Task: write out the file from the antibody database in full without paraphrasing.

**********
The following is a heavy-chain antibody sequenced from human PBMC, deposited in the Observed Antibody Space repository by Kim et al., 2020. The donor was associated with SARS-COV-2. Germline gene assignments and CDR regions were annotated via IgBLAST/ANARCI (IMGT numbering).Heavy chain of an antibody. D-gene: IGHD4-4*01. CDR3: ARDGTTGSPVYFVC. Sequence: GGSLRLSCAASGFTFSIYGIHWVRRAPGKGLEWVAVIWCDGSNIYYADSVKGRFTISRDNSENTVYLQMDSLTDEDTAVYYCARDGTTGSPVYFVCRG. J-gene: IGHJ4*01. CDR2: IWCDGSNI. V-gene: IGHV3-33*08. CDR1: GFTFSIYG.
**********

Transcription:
The following is a heavy-chain antibody sequenced from human PBMC, deposited in the Observed Antibody Space repository by Kim et al., 2020. The donor was associated with SARS-COV-2. Germline gene assignments and CDR regions were annotated via IgBLAST/ANARCI (IMGT numbering).Heavy chain of an antibody. D-gene: IGHD4-4*01. CDR3: ARDGTTGSPVYFVC. Sequence: GGSLRLSCAASGFTFSIYGIHWVRRAPGKGLEWVAVIWCDGSNIYYADSVKGRFTISRDNSENTVYLQMDSLTDEDTAVYYCARDGTTGSPVYFVCRG. J-gene: IGHJ4*01. CDR2: IWCDGSNI. V-gene: IGHV3-33*08. CDR1: GFTFSIYG.